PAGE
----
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chain; hence the last syllable of a verse was not indifferently long or short, but necessarily one or the other, as if it occurred in the middle of a verse. Thus Grotius had written :

“Quas prisca domos dedit indigena

Quercus Chalyba secta bipenni." Here the short a at the end of indigena should be a long syllable, in order to make an anapæst (vv-). This is known as Bentley's discovery of the synaphea (“connection") in anapæstic verse. He further illustrates the metre from fragments of the Latin poet Attius—which ho amends; one fragment, indeed, be recognises in the prose of Cicero's Tusculans. Returning to the fragment of The Cretans in Porphyry, which Grotius bad handled amiss, Bentley corrects it-with certainty in some points, with rashness in others, but everywhere brilliantly. Nor has he done with the verses yet. They mention the cypress as "native" to Crete. This leads Bentley to discuss and amend passages in Pliny's Natural History, in the History of Plants by Theophrastus, and in the geographical work of Solinus.

Elsewhere Malelas refers to the lost Meleager of Euripides. Having quoted another mention of it from Hesychius, Bentley takes occasion to show at length the principal causes of error in that lexicon. This is one of the most striking parts of the Letter. Then, in numerous places, he restores proper names which Malelas bad defaced. The chronicler

that the earliest dramatists were Themis, Minos, and Auleas. Bentley shows that he means Thespis, Ion of Chios, and Æschylus. Thespis leads him to quote Clement of Alexandria, and to explain some mysterious words by showing that they are specimens of a pastime which consisted in framing a sentence with the twentyfour letters of the alphabet, each used once only. Speaking of Ion, he gives an exhaustive discussion of that poet's date and writings, verse and prose. The Letter ends with some remarks on the form of the name Malelas. Hody had found fault with Bentley for adding the final s, which no previous scholar used. Bentley replies that a at the end of a foreign name ordinarily became as in Greek-as Agrippas. And Malelas being the Greek form of a Greek writer's name, we should keep it in Latin and English, just as Cicero says Lysias, not Lysia. The Latin exceptions are the domesticated names~ -those of slaves, or of Greeks naturalised by residence: as Sosia, Phania. But it was objected that Malela was a "barbarian " name, and therefore indeclinable. Bentley answers, that the Hun Attila appears in Greek writers as Attilas-adding balf a dozen Huns, Goths, and Vandals. The prejudice in favour of Malela arose from a simple cause.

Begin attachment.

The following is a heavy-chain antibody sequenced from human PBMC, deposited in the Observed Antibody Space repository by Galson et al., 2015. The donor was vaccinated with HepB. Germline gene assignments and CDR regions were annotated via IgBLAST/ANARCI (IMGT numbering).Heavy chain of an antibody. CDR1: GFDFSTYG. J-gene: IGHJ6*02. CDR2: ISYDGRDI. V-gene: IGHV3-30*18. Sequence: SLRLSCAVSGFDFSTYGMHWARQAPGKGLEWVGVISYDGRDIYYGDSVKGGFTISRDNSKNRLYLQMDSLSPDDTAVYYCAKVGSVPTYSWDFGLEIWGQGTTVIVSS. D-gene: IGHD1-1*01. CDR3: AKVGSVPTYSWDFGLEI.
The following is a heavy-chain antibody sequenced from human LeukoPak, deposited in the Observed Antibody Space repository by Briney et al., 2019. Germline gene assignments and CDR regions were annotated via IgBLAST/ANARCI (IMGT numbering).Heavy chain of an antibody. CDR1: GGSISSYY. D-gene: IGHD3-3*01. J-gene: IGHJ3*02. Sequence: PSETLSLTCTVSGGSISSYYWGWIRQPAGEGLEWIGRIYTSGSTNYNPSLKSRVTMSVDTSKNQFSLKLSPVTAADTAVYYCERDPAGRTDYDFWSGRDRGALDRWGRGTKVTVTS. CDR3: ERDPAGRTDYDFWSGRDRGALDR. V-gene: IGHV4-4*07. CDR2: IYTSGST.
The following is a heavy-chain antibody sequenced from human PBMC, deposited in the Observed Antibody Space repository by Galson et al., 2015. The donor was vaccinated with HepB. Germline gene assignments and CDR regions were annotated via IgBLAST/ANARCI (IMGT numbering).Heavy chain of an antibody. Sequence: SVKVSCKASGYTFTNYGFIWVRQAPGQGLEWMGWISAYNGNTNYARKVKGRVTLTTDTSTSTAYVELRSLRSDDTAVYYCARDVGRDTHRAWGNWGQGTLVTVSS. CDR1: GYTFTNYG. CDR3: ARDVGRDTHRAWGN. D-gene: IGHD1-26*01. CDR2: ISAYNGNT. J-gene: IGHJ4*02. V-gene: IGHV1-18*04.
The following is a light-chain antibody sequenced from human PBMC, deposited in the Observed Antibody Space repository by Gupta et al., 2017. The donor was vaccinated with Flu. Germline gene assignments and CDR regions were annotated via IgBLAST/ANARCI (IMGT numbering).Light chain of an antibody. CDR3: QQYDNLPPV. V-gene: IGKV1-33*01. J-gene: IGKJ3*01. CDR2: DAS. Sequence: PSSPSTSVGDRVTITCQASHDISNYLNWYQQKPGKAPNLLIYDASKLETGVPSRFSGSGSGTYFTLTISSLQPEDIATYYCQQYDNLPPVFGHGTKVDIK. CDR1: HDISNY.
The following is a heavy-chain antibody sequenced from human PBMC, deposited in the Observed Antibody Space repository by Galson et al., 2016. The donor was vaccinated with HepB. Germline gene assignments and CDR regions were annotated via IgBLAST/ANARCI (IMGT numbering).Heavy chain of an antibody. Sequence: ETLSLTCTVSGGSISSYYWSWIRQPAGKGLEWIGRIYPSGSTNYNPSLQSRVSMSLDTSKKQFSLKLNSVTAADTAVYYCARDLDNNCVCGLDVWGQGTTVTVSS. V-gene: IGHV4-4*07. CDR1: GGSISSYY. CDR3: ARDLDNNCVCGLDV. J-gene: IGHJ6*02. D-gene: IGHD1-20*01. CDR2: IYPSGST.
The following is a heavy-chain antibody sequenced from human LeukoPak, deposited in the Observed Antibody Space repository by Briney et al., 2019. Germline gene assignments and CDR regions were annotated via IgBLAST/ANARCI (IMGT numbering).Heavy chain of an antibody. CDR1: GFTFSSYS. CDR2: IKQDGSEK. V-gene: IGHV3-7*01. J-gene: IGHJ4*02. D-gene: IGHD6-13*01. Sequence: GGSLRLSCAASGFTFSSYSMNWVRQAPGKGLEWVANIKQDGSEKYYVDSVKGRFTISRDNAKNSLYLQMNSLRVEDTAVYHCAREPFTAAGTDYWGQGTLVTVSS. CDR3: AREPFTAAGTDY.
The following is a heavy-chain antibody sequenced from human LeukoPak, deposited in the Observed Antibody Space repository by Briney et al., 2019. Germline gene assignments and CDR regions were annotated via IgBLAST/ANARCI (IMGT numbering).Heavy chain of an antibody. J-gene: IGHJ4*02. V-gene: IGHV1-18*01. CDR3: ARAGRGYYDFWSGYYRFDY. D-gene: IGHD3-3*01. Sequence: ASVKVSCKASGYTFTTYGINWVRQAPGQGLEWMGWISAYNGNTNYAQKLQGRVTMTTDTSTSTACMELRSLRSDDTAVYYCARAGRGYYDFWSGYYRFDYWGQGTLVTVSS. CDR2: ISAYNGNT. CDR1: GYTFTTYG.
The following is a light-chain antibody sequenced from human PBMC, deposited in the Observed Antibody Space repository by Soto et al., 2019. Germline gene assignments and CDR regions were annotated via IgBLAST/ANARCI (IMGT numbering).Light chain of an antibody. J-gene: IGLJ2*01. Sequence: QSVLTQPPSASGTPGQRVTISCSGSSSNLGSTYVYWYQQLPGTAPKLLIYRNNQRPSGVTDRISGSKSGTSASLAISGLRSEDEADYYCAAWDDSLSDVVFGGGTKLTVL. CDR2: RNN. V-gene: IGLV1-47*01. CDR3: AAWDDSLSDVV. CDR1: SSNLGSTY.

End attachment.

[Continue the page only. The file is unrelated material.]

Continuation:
says

The chronicler is mentioned only thrice by Greek writers: two of these three passages happen to have the name in the genitive case, which is Malela; the third, however, has the nominative, which is Malelas. Mr. Hody was not convinced about the 8. The note—in four large pages of small print-which precedes his Prolegomena was written after he had read Bentley's argument; and ends with a prayer. Mr. Hody's aspiration is that he may always write in a becoming spirit; and, finally, that he may be a despiser of trifles (nugarum denique contemptor).

Taken as a whole, Bentley's Letter to Mill is an extraordinary performance for a scholar of twenty-eight in the year 1690. It ranges from one topic to another over almost the whole field of ancient literature. Upwards of sixty Greek and Latin writers, from the earliest to the chain; hence the last syllable of a verse was not indifferently long or short, but necessarily one or the other, as if it occurred in the middle of a verse. Thus Grotius had written :